The South Carolina Code of Laws requires that once every five years all real property in every county within the State will be reappraised and adjusted to current fair market value as of December 31 of the year prior to implementing the reassessment. Only real property is appraised during a reassessment. Values of personal property, such as cars and boats, are adjusted on an annual basis and kept current through the Horry County Auditor’s Office at the direction of the South Carolina Department of Revenue. The purpose of a reassessment is to equalize the valuations of all real property in a county. The five-year reassessment cycle in South Carolina is an appraisal freeze, only broken on property sale or change to a property.

The fair market value of real property is constantly changing due to factors such as location, market demand, the age and physical condition of a neighborhood, and the state of the economy. As a result, non-uniformity in values occurs within tax jurisdictions whether or not property values increase or decrease. For example, some comparable houses are now selling for a lower amount than at the time of Horry County’s last reassessment in 2010 when the market value was determined as of the end of December 2008. The reassessment process ensures that all houses which have similar characteristics are valued consistently; the property values are equalized allowing property tax to be redistributed on a more equitable basis.

Property owners will pay no more or less than their fair share of the property tax burden. Forecasts indicate that some residents may share a greater burden of the property tax due to a this equalization process as some properties have increased in value, some properties have declined in value, and some have stayed about the same. If your property has increased in taxable value, you will likely receive a higher tax bill. If your property stayed at about the same taxable value, you may receive a higher tax bill because there are some properties that decreased in taxable value, causing the redistribution of the tax burden.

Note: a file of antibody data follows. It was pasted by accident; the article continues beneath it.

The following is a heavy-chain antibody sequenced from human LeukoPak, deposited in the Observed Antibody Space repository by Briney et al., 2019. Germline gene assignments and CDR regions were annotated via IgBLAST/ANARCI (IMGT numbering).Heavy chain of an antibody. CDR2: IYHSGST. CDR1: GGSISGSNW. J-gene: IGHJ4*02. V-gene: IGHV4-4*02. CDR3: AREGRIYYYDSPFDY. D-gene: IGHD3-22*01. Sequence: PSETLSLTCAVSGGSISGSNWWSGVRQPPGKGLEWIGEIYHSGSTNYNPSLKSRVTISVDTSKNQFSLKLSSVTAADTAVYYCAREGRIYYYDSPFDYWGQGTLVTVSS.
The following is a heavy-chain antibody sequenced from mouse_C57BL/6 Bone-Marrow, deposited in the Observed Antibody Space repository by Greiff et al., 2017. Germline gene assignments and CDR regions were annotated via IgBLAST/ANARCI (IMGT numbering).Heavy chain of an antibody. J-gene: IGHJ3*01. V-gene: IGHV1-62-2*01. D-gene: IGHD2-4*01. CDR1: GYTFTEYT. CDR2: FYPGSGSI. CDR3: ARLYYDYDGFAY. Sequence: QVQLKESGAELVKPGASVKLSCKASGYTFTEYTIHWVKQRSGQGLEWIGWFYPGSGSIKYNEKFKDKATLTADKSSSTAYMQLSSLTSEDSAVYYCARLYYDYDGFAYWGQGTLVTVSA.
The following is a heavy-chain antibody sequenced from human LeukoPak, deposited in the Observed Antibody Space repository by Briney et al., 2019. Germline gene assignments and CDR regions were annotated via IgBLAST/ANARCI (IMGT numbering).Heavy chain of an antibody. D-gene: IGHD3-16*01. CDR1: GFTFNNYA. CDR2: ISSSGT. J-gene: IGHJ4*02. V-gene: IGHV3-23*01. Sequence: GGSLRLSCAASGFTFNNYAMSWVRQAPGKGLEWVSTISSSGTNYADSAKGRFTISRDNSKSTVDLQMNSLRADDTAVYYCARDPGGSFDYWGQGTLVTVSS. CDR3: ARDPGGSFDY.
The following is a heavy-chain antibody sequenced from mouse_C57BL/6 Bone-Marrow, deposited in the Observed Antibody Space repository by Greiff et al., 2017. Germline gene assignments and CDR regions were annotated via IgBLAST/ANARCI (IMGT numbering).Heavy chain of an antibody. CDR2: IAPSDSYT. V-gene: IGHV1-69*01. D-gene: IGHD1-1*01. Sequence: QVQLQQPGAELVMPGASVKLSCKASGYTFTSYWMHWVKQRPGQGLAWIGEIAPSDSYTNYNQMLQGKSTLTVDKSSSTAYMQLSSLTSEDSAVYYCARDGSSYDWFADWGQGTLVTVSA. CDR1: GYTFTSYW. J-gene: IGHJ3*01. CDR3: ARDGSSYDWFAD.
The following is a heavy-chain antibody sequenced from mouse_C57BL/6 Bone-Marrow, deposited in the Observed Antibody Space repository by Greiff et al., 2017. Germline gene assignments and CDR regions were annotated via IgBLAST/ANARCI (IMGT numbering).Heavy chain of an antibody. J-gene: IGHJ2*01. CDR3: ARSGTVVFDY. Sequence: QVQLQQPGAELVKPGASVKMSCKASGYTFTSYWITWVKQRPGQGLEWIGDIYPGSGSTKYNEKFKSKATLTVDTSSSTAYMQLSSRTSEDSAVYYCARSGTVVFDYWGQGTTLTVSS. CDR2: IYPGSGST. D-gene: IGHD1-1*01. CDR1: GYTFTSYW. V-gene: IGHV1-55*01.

Values are calculated using a Mass Appraisal System

The Horry County Assessor’s Office maintains a database of the physical characteristics for approximately 250,000 properties within Horry County. The data includes information such as heated square footage, garages, decks, pools, type and quality of construction, land area, water features, and several other attributes required for the mass appraisal process. Properties are then grouped into one of approximately 2,622 appraisal models based on similar market characteristics.

Licensed staff appraisers determine land values for each of the appraisal models based on analysis of vacant and improved property sales. Structural improvements to the land are valued using a market sales modified Marshall & Swift cost service. The valuations produced for each appraisal model are tested for accuracy using actual market sales. After testing, the result of the mass appraisal model for Horry County is then measured against statistical standards of the International Association of Assessing Officers.

If a model fails the required standards, further review and refinements are necessary before acceptance. Commercial properties may be evaluated on rental income streams, operating expenses, and what kind of investment return can be reasonably expected. Subsequent to the valuation processes and testing, the reappraisal results must be submitted to the South Carolina Department of Revenue for further statistical testing and State approval. The Horry County Assessor is then notified of the approval and program implementation to the taxpayer.